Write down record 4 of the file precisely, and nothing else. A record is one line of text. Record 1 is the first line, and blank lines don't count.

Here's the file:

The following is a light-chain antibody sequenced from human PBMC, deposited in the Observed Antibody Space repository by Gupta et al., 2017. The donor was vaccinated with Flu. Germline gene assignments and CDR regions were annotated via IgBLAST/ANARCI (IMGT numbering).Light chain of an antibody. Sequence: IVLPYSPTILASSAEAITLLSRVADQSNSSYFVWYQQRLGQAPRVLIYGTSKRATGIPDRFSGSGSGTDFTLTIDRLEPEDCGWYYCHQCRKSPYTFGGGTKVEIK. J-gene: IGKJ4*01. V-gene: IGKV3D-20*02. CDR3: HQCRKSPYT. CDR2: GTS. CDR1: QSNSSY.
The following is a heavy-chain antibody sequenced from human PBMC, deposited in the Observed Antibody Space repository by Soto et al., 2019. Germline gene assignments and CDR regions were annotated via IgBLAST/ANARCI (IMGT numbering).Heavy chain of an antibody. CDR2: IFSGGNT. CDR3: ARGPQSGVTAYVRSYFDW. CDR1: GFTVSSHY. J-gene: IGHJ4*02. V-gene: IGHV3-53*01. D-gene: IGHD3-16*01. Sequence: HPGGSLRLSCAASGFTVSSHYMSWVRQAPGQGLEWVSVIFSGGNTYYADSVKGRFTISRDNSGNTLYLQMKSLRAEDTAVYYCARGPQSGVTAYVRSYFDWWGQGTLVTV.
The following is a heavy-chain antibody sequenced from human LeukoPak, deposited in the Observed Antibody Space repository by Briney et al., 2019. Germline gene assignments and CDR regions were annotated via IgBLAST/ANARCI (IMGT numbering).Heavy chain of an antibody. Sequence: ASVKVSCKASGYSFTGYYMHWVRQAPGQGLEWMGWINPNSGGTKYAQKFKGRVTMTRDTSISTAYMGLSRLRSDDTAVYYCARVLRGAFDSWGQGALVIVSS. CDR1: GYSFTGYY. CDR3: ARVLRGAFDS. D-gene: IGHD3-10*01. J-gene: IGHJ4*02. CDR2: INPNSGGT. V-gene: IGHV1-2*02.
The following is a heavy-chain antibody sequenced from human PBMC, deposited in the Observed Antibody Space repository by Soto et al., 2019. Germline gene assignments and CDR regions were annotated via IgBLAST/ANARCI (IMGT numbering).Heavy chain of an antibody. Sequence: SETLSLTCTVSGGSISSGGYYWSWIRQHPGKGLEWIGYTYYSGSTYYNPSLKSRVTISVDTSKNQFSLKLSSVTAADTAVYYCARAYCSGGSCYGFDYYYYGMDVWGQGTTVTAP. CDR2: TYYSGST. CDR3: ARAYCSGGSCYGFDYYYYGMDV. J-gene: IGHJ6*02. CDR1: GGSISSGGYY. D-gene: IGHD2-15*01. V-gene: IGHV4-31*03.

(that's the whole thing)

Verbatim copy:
The following is a heavy-chain antibody sequenced from human PBMC, deposited in the Observed Antibody Space repository by Soto et al., 2019. Germline gene assignments and CDR regions were annotated via IgBLAST/ANARCI (IMGT numbering).Heavy chain of an antibody. Sequence: SETLSLTCTVSGGSISSGGYYWSWIRQHPGKGLEWIGYTYYSGSTYYNPSLKSRVTISVDTSKNQFSLKLSSVTAADTAVYYCARAYCSGGSCYGFDYYYYGMDVWGQGTTVTAP. CDR2: TYYSGST. CDR3: ARAYCSGGSCYGFDYYYYGMDV. J-gene: IGHJ6*02. CDR1: GGSISSGGYY. D-gene: IGHD2-15*01. V-gene: IGHV4-31*03.